Brexit secretary accuses EU of trying to ‘rerun old arguments’


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Michel Barnier has been urged to agree to a “balanced solution” by Stephen Barclay

Brexit Secretary Stephen Barclay has accused the EU’s chief negotiator of trying “to rerun old arguments”, as talks continue between the UK and EU.

Michel Barnier said Great Britain would be free to leave the proposed single customs territory, designed to avoid physical border on the Irish border.

But the government and the DUP have rejected this because Northern Ireland would have to remain within it.

Mr Barclay said the UK had “put forward clear new proposals”.

The UK is due to leave on 29 March, although Parliament has yet to agree the terms of withdrawal.

The UK and the EU remain at loggerheads over the contentious issue of the Irish backstop – which is designed to prevent physical checks on the border between Northern Ireland and the Republic of Ireland.

The Commons Northern Ireland Affairs Committee has suggested there may be a possible technical solution to the border problem “but only if there is trust and goodwill”.


On Friday the EU said it was prepared to include a number of existing commitments relating to the application of the backstop in a legally-binding document.

In a series of tweets Mr Barnier said the UK would not be forced into a customs union against its will through the Northern Ireland backstop.

He said it would be able to exit the single customs territory unilaterally if it chose to do so.

But, he added, Northern Ireland would remain part of the EU’s customs territory, subject to many of its rules and regulations.

Mr Barclay and the DUP, the party Mrs May’s government relies on for a majority in Parliament, were both dismissive of Mr Barnier’s proposal.

Mr Barclay tweeted: “With a very real deadline looming, now is not the time to rerun old arguments. The UK has put forward clear new proposals. We now need to agree a balanced solution that can work for both sides.”

Nigel Dodds, deputy leader of the DUP, said the proposal “disrespects the constitutional and economic integrity” of the UK, and it was neither “realistic nor sensible”.

The government has previously said it would not agree to anything which threatened the constitutional integrity of the UK.

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Meanwhile, a report published on Saturday by the Northern Ireland Affairs Committee has suggested a “world first” mobile phone identification system could be the solution to invisible border control.

The system would use either the mobile phone network or radio frequency identification to check goods or driver ID without leaving the vehicle, in combination with a trusted trader scheme.

Border surveillance would utilise automated number plate recognition and CCTV.

Lars Karlsson, a former director at the World Customs Organisation, said all the separate elements which make up the proposal “have been tested somewhere in the world, just not in one single border”.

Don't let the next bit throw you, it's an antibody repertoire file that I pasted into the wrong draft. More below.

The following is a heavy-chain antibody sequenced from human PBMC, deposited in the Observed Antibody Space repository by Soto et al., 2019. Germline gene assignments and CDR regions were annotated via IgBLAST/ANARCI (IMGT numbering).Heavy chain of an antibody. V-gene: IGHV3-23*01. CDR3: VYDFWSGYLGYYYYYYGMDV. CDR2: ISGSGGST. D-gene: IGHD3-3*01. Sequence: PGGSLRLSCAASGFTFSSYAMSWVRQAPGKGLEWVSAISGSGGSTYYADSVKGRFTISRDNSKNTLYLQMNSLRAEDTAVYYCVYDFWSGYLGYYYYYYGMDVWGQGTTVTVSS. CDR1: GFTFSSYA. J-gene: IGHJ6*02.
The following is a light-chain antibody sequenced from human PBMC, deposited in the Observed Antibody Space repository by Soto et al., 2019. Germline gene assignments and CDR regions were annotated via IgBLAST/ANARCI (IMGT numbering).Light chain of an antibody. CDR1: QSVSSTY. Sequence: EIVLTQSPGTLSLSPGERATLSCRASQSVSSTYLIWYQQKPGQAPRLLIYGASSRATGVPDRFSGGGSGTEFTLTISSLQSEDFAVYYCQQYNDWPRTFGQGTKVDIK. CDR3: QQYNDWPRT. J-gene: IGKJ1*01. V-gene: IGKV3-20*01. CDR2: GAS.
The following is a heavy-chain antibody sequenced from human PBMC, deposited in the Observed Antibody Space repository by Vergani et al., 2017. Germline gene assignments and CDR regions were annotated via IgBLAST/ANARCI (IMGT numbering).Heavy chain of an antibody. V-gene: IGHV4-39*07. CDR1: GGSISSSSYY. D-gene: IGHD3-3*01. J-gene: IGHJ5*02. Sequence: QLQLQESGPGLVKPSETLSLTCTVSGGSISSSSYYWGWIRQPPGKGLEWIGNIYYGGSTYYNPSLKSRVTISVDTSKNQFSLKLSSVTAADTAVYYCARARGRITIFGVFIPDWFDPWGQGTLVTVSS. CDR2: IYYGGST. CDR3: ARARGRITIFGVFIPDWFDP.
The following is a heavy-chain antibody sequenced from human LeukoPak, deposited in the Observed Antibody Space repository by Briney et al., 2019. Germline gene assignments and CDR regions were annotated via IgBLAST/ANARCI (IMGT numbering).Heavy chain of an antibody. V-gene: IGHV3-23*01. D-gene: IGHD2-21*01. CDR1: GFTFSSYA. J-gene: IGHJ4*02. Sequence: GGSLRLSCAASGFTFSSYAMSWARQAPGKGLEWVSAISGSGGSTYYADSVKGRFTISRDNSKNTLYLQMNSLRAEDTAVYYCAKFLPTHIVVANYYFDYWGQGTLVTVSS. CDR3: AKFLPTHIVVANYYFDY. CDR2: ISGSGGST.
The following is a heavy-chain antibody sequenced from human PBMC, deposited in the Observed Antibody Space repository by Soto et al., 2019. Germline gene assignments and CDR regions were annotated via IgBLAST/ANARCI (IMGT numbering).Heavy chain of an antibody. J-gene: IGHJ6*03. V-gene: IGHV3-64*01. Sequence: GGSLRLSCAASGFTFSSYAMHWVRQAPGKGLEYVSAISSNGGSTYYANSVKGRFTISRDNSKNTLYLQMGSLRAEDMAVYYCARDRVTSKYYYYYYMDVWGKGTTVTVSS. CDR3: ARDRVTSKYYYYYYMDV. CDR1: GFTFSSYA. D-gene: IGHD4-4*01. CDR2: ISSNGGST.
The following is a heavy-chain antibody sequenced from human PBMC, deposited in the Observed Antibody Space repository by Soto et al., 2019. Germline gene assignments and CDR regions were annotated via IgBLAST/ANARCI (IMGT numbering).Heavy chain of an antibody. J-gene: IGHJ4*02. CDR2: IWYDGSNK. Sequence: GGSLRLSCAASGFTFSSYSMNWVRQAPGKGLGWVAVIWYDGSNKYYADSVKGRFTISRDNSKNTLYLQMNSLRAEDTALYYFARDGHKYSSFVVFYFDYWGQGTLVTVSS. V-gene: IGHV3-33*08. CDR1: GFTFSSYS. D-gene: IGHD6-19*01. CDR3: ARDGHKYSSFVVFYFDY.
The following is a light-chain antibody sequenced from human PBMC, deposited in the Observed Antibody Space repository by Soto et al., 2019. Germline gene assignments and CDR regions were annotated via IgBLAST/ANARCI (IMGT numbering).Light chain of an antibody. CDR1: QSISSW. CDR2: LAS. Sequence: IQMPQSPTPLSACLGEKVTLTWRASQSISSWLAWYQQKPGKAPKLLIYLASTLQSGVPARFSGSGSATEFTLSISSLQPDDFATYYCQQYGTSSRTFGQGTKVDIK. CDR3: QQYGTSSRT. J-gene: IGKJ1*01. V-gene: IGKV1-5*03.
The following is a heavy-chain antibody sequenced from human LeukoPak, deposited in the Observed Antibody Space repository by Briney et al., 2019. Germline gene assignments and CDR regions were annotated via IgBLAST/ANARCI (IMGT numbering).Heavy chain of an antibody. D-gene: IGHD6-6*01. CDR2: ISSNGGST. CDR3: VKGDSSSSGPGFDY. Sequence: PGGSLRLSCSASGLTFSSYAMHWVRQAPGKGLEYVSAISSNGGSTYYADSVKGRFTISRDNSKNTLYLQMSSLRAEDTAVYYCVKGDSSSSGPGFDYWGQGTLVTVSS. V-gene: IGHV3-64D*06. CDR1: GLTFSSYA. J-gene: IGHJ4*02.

The border in Northern Ireland would be “the first and a leading example in the world of this kind,” he added.

However, the committee urged the UK and EU negotiators to agree on a definition of a hard border by 12 March.

“Mistrust over the backstop protocol has been heightened by lack of clarity on what exactly constitutes a ‘hard border’,” said chairman Andrew Murrison.

“My committee is calling for clarification of the term in a legally explicit way to ensure both parties share the same understanding of how the backstop can be avoided.”

“Time is running out to reach common ground,” the Conservative MP warned.

How could a mobile phone ID system work?

  • Under the proposals, companies and drivers intending to move goods between the UK and Ireland must be registered to existing EU databases of trusted traders
  • To join the register they must show they meet specific “risk and compliance” standards
  • Physical checks of goods would be carried out at a company’s premises or by “mobile inspection units” (MIUs)
  • The driver’s mobile is identified at the border using either the mobile phone network or Radio Frequency Identification.
  • A permit to pass is then sent to the phone
  • A notification is then sent to border control in the import country
  • It could be implemented using “technical surveillance” such as CCTV, Automatic Number Plate Recognition cameras
  • MIUs from the EU or the UK could then carry out further checks using shared facilities and data

MPs are due to vote again on Theresa May’s Brexit deal next Tuesday, but so far the UK has not secured any changes to the withdrawal agreement in its negotiations with Brussels.

UK and EU negotiating teams will meet again over the weekend correspondents say there is little sign of a breakthrough.

The first Commons vote on the deal was rejected by 432 votes to 202 in January, the largest defeat for a sitting government in history.

Leading Brexiteers are unlikely to change their position on the deal unless Mrs May can secure promises that the backstop – which would see the UK aligned with EU customs rules until the two sides’ future relationship is agreed or alternative arrangements worked out – will not endure indefinitely.

Remainer Dominic Grieve, who backs a referendum to endorse the terms of Brexit, said it was “hard to see” how Parliament would agree to the current deal.

And there is little support for the deal elsewhere in the house.

“I want to make it clear to the PM that if she fails again, it will be the end of the road for her deal,” said Labour leader Jeremy Corbyn on Friday.


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